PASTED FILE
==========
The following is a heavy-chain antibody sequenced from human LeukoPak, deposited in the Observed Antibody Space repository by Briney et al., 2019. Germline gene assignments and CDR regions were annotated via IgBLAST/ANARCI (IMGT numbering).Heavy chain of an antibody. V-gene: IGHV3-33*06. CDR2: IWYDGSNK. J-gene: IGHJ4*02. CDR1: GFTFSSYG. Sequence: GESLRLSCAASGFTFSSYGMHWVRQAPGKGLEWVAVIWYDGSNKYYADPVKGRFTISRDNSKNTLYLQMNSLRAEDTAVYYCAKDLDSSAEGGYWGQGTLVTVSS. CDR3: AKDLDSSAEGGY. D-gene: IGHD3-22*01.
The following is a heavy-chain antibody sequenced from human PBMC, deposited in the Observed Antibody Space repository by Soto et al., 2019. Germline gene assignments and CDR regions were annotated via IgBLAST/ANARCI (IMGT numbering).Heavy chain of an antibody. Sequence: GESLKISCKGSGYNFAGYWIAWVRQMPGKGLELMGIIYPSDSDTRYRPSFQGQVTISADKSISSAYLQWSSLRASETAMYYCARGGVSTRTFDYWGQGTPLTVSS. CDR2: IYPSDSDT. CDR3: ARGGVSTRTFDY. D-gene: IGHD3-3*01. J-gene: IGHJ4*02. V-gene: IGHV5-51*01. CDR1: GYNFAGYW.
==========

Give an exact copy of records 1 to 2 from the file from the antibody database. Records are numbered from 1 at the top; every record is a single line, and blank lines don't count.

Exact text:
The following is a heavy-chain antibody sequenced from human LeukoPak, deposited in the Observed Antibody Space repository by Briney et al., 2019. Germline gene assignments and CDR regions were annotated via IgBLAST/ANARCI (IMGT numbering).Heavy chain of an antibody. V-gene: IGHV3-33*06. CDR2: IWYDGSNK. J-gene: IGHJ4*02. CDR1: GFTFSSYG. Sequence: GESLRLSCAASGFTFSSYGMHWVRQAPGKGLEWVAVIWYDGSNKYYADPVKGRFTISRDNSKNTLYLQMNSLRAEDTAVYYCAKDLDSSAEGGYWGQGTLVTVSS. CDR3: AKDLDSSAEGGY. D-gene: IGHD3-22*01.
The following is a heavy-chain antibody sequenced from human PBMC, deposited in the Observed Antibody Space repository by Soto et al., 2019. Germline gene assignments and CDR regions were annotated via IgBLAST/ANARCI (IMGT numbering).Heavy chain of an antibody. Sequence: GESLKISCKGSGYNFAGYWIAWVRQMPGKGLELMGIIYPSDSDTRYRPSFQGQVTISADKSISSAYLQWSSLRASETAMYYCARGGVSTRTFDYWGQGTPLTVSS. CDR2: IYPSDSDT. CDR3: ARGGVSTRTFDY. D-gene: IGHD3-3*01. J-gene: IGHJ4*02. V-gene: IGHV5-51*01. CDR1: GYNFAGYW.